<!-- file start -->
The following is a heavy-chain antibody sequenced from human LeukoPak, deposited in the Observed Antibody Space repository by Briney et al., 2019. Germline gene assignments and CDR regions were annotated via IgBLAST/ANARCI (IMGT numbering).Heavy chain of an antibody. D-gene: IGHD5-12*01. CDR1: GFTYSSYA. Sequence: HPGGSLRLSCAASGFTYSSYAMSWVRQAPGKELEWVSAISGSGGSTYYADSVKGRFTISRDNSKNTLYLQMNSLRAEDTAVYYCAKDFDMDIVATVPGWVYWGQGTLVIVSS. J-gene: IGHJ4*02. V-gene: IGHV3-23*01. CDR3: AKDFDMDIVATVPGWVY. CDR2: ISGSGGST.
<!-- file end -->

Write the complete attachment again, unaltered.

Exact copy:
The following is a heavy-chain antibody sequenced from human LeukoPak, deposited in the Observed Antibody Space repository by Briney et al., 2019. Germline gene assignments and CDR regions were annotated via IgBLAST/ANARCI (IMGT numbering).Heavy chain of an antibody. D-gene: IGHD5-12*01. CDR1: GFTYSSYA. Sequence: HPGGSLRLSCAASGFTYSSYAMSWVRQAPGKELEWVSAISGSGGSTYYADSVKGRFTISRDNSKNTLYLQMNSLRAEDTAVYYCAKDFDMDIVATVPGWVYWGQGTLVIVSS. J-gene: IGHJ4*02. V-gene: IGHV3-23*01. CDR3: AKDFDMDIVATVPGWVY. CDR2: ISGSGGST.